[Jeff] Did you have any friends in school?
Yeah, I had some friends, but my parents moved around, so my only consistent friends were at the skate park. I changed high schools four times, so it was a little rough, but at the same time I was sort of an outcast because I was a skater, so to go to a new school was no big deal.
[Jiadai] In your book I saw pictures of your sons; they are so cute. What important lessons have you learned from them?
The most important was that skateboarding is not the only thing, it's not the most important thing. And they should really enjoy what they are doing, and actually understand it and participate in it, whatever it is.
I try not to try to direct them too much. What is probably the most fun for me is knowing their interests.
[David] Is it tough to be great friends with a group of guys and then compete against them? I play against my friends, and sometimes it's just a laughing matter, but other times it gets pretty serious.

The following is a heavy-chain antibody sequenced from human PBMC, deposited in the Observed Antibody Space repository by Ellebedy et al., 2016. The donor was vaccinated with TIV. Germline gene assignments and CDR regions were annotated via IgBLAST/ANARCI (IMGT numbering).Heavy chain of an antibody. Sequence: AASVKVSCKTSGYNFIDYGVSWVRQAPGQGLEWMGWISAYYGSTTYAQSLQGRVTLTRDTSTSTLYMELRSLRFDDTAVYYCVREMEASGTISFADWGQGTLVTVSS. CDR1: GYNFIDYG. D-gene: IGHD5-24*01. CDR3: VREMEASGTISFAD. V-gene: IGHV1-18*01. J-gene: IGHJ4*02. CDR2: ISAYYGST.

It's never too serious with us. In our sport, it's very subjective. If you do your best and your buddy does his best, it's up to whoever thinks your art is cooler. And there is nothing you can really do about that. You know what I mean? So it's not like there's a definitive winner where they score who went the highest or the fastest.
So it's easier to be friends with your rivals in our sport. It's not a matter of 'I'm gonna get you.'
[Jeff] Did your teachers treat you differently because you were a professional athlete?
[Laughing] No, not at all. They didn't see skateboarding as a legitimate sport so, if anything, I got grief for it. I actually had a rough time senior year when I started getting a lot of travel opportunities, and I'd be gone for a weekend to some big competition, and miss either a Friday or the Monday. Even though I was making up the work, they started marking me down for my absences. I didn't get a lot of leeway.
I actually had a teacher yell at me and say that I had to figure out what I was going to do with my life, that I couldn't just keep riding my skateboard.